I really enjoyed the two-tone Slate-Black color option Flylow shipped out, it works with every color riding short on the planet and is a tried-and-true color option. Some may call it boring but it’s perfect for my lack of exploratory styling. I noticed the collar was wider than most and offered a nice amount of airflow. Overall, their size guide was spot on. The shirt did give a regular to relaxed style fit that felt sort of large off the bike, but when riding it melted away. With my wide shoulders and narrow torso/waist, it is hard for me to find a slim-fit jersey that is still loose enough on my shoulders. I am just a hair over 6’ and 170lbs soaking wet for reference. I would not stray away from sizing down on this jersey if you want a more body-hugging fit.
I took this on a trip as my only jersey and put three days at 3K feet of climbing on it with no washes. Personally, this is longer than I like to go without washing, but much to my amazement it remained stench-free, unlike my knee pads… On these hot days I never really found sweat build-up to be an issue, the looser fit helped circulate air which was very welcomed on the exposed section of the climbs. Overall, it’s a solid product with limited frills but nothing to make me complain.
With so many great shorts in the market today, the Laser Short is another one to add to your list. One of the stand-out features of this short is the ability to choose your inseam length. This was something I was stoked to see. With my smaller waist and long legs, finding shorts at the length I enjoy is hit and miss. I opted for a 32” waist with a 13” inseam. Even with these being a good true 32” fit I was able to snug the waistband up with no uncomfortable bunching. I for sure could fit into a 30”, but I always like to play it safe with a larger size as I do wear hip pads from time to time and do not want to be limited.
The single zippered pocket was enough for me. I use a pack and also have in-frame storage, so I really only need one zippered pocket for a small multi-Tool. If you value multiple zipped pockets, Flylow’s Goodson Short would be a better pick. The seams on this pair of shorts are awesome, I am a huge fan of how clean they look. Personally, I believe this style is the best option out there! There was enough stretch not to limit your movement on the bike, but I would not say they were super stretchy. The trade-off is a durable material, and it’s one I think is well worth it. The laser-cut vents down the inside of the leg worked great. Just like with the Garrett Shirt, I wore these on some of the hottest rides of the year with no overheating complaints. The overall profile of the shorts is slim and does not have a baggy look, which suits my style. The material feels durable and abrasion resistant in your hand. Thankfully I did not test this with any spills, but I can tell just by feel that these will hold up to some serious abuse.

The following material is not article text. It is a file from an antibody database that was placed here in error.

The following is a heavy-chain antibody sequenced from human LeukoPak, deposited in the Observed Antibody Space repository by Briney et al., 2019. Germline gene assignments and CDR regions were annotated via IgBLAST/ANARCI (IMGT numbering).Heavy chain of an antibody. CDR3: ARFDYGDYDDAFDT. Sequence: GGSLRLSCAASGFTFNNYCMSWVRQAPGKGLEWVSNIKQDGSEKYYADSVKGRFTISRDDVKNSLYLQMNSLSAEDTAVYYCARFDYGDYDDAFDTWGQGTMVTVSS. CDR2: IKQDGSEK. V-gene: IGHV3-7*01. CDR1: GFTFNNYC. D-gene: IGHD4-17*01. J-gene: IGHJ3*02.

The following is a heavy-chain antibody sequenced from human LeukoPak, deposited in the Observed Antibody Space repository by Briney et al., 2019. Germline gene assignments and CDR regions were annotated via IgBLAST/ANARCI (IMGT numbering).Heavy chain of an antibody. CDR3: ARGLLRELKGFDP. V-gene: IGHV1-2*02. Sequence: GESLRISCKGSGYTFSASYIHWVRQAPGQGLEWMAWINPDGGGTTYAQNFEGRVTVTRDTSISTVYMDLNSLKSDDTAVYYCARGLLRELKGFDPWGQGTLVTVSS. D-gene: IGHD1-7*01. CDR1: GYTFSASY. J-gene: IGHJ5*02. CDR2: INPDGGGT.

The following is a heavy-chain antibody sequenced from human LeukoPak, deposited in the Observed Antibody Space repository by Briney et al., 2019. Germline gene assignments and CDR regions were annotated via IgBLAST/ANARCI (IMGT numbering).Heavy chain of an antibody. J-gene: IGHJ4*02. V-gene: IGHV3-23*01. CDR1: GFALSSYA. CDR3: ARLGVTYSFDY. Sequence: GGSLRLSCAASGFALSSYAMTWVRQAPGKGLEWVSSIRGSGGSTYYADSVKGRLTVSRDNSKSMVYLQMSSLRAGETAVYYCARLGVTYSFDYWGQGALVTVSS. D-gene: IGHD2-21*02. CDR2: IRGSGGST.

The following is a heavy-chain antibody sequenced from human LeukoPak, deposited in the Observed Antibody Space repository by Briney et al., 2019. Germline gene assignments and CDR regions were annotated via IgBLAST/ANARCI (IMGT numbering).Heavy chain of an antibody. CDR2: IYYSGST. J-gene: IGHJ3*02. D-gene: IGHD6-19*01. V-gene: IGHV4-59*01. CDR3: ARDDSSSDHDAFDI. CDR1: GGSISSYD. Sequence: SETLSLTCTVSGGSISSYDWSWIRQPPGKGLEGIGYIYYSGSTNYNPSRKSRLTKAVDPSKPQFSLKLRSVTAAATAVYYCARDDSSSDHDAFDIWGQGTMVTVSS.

For me, the Dirt Glove had all the features I look for in a glove, but sadly lacked the dexterity I value. Generally, when I do wear gloves, I gravitate towards the ultra-thin minimal options that still give me a connected feel to the grips, but these use a thick material which reduces bar feel and runs a little hotter. I would have full confidence in these lasting through many off-bike excursions, but thankfully I haven’t had to find out for sure yet. Due to that durability, these are going to live in my trail maintenance pack and the weather starts to get a bit colder.
Having the phone-compatible thumb and index finger was great for taking quick photos or checking the map trailside. My favorite aspect of these gloves is the soft material on the back of the thumb, this made wiping my nose a pleasure. This is something I feel can be underrated or overlooked easily. All in all, the Dirt Glove will suit riders looking for a heavier duty option that’s well built.
Simple and effective is what comes to mind for the Summer Foot Short Sock. I used these on some of the hottest days here in Spokane and even in my very poorly vented shoes sweat build-up was minimal. I have a problem with socks only lasting a few rides before blowing out the heels, I have probably spent more money on riding socks in the past few seasons than I have on other gear, it is a big issue for me. So far at 16 rides, these socks show no signs of wear, which is a big deal in my world. I found that even though they have stretch, it is quite minimal, though it didn’t feel to limit movement when wearing them. It was only noticed when putting them on or taking them off post-ride – for me it was not something I could easily do standing, I had to sit down and use two hands. This is not uncommon for my size 12 foot. For reference, I am using the XL option. I hope Flylow debuts some more color options as at the end of the day they stood up to my abuse and would get my dollars when it comes to ordering new socks!
The Wolf’s Last Word
If you are like me and are new to the Flylow brand, don’t sleep on them! Flylow has checked all the boxes for MTB apparel focused on enthusiasts without sacrificing their brand ethos of sustainability. This gear is built to last and will melt away on the trail. Their earth-tone colors add some flavor to your style without being obnoxiously loud. Overall, I’ve been quite impressed by most of their offerings, and look forward to continuing to rock them on the trails for the last of summer into fall.
Garrett Shirt – $70
Laser Short – $120
Dirt Glove – $35
Summer Foot Sock – $18